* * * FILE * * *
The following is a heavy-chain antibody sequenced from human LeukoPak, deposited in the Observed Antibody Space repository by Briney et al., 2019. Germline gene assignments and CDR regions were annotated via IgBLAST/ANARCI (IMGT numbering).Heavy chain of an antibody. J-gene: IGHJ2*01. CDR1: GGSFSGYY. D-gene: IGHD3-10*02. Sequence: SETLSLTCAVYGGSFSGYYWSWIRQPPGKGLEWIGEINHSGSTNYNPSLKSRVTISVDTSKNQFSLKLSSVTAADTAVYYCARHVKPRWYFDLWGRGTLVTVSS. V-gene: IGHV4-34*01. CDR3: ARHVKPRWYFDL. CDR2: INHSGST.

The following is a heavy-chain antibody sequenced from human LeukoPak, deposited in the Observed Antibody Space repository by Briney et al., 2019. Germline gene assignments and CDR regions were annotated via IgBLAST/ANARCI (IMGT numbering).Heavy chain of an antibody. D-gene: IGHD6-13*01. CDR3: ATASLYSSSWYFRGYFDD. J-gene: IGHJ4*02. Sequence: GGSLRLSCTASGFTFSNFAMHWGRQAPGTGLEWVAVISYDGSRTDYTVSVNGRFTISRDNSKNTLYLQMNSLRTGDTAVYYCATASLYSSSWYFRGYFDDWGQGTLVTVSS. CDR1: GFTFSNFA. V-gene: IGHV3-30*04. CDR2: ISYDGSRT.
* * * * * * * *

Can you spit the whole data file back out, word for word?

The following is a heavy-chain antibody sequenced from human LeukoPak, deposited in the Observed Antibody Space repository by Briney et al., 2019. Germline gene assignments and CDR regions were annotated via IgBLAST/ANARCI (IMGT numbering).Heavy chain of an antibody. J-gene: IGHJ2*01. CDR1: GGSFSGYY. D-gene: IGHD3-10*02. Sequence: SETLSLTCAVYGGSFSGYYWSWIRQPPGKGLEWIGEINHSGSTNYNPSLKSRVTISVDTSKNQFSLKLSSVTAADTAVYYCARHVKPRWYFDLWGRGTLVTVSS. V-gene: IGHV4-34*01. CDR3: ARHVKPRWYFDL. CDR2: INHSGST.

The following is a heavy-chain antibody sequenced from human LeukoPak, deposited in the Observed Antibody Space repository by Briney et al., 2019. Germline gene assignments and CDR regions were annotated via IgBLAST/ANARCI (IMGT numbering).Heavy chain of an antibody. D-gene: IGHD6-13*01. CDR3: ATASLYSSSWYFRGYFDD. J-gene: IGHJ4*02. Sequence: GGSLRLSCTASGFTFSNFAMHWGRQAPGTGLEWVAVISYDGSRTDYTVSVNGRFTISRDNSKNTLYLQMNSLRTGDTAVYYCATASLYSSSWYFRGYFDDWGQGTLVTVSS. CDR1: GFTFSNFA. V-gene: IGHV3-30*04. CDR2: ISYDGSRT.